Two young lovers are parked in a remote area late at night in Texarkana, Texas. They are holding hands, kissing and caressing each other. It's a sweet and thrilling moment, albeit a typical and nearly mandatory step towards adulthood. It's 1946. Today, they would have been old enough to be my great-grandparents. But for now they are so preciously young.

Swirling in the current of these emotions, this couple is asking themselves: is this love? Will we be married? There's nothing in the world but these two because the whole world is just a large, American-made automobile.

But suddenly, it's shock, surprise as a flashlight beam cuts across their faces. Were they just caught by a patrolling police officer? It's frightening but almost expected, part of the thrill of stolen time for love.

This police officer has his gun pointed at them. No, not officer. The man has a pillowcase over his head, a pillowcase with two holes cut out that stare almost eye-lessly at the couple. This man finally speaks. He says to the young man, "take off [your] god-d*** britches." The young man complies, only to get pistol whipped twice so hard that the young woman thinks he's been shot when it's actually the loud crack of his skull fracturing.

The young woman is ordered to run, and he does. She runs until she spots a car, but the car is empty and the man with a pillowcase for a face is suddenly there calling her a liar, knocking her down and then worse...much worse.

Jimmy Hollis, age 25, and his girlfriend, Mary Jeanne Larey, age 19, survived their attack by the man who would become known as the Phantom Killer of Texarkana, a pair of twin cities that straddle the Texas and Arkansas border. The Phantom Killer would attack 8 people, killing 5, before his 10-week reign of terror ended.

We've all heard the infamous stories of serial killers who attacked people in parked cars, but the Phantom killer pre-dates the Son of Sam and the Zodiac Killer by decades. Like the Zodiac Killer, the Phantom Killer was never officially caught. Note the word "officially."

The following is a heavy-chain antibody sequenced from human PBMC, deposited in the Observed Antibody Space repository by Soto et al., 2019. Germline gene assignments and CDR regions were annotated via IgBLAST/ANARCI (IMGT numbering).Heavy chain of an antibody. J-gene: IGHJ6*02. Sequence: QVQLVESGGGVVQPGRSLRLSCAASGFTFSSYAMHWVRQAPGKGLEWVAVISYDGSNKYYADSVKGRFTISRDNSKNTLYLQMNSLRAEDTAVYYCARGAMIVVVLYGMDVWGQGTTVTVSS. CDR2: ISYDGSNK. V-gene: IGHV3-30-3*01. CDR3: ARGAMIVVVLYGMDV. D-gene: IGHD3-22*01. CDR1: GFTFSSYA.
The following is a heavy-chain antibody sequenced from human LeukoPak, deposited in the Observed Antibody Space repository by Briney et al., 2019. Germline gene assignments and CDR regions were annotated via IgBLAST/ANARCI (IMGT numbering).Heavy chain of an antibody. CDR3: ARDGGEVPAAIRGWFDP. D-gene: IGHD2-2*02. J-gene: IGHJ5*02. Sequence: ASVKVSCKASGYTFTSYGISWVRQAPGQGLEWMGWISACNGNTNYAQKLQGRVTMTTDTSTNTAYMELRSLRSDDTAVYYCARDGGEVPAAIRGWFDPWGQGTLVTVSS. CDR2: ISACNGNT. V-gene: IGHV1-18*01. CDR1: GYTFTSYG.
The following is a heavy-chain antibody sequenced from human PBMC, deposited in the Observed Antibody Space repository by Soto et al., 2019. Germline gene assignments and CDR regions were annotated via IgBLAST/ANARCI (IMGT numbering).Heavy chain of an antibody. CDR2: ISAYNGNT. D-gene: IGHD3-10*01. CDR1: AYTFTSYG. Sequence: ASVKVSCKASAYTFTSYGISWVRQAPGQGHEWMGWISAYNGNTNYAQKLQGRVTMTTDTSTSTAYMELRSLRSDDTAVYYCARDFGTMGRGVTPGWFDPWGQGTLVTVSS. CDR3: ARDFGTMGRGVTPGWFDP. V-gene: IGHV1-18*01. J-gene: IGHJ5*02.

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You may be thinking the Phantom Killer was never caught because he was meticulous and calculated like the Zodiac Killer, a hyper-intelligent psychopath. That's not the case. There were mountains of evidence -- fingerprints, bullet casings, footprints, hair, blood and more. After shooting a married couple through their home's window, the Phantom Killer went inside to see his handiwork, tracking bloody foot prints over the linoleum.

There was also multiple confessions from his wife.

Youell Swinney liked to steal cars and counterfeit money. In 1947, he was convicted for stealing cars, and as a repeat offender received life in prison. He was released in the 70s because it was determined his rights were violated in his original trial. He was never charged with any of the Phantom Killer slayings, even though he had been seemingly caught red-handed:

An Arkansas law enforcement official, Max Tackett, had noticed that before each murder, there were reports of a car being stolen and then abandoned. In July 1946, a stakeout of a reported stolen car on the Arkansas side led police to a woman who claimed to be Swinney’s girlfriend. She provided details of the murders that had not been released to the public. Subsequently, her story changed, and she married Swinney. Because of the unreliability of her testimony and the fact that she could not be forced to appear as a witness against her husband, law enforcement officials declined to prosecute.

Peggy confessed to police in detail that she was present at one of the slayings. She said she was so close to the female victim that she could hear her screams. But each time Peggy confessed, she later recanted. I poured though documents made available to the public by the FBI. I'm convinced that she was there at the murders, but also smart enough to save her husband from the electric chair.

Here are some FBI documents I saved so you can decide for yourself:

Peggy's Confession

As for the physical evidence, DNA was first used in 1986, some 40 years after the Phantom Killer murders. The gun used was never recovered. Hair evidence is still seen as circumstantial. There were piles of evidence, but the piles just didn't add up to enough.

The "Moonlight Murders" directly inspired the film The Town That Dreaded Sundown (1976). They certainly inspired countless campfire tales, slasher flicks and horror novels. Perhaps they even inspired the Son of Sam and Zodiac Killer, too.

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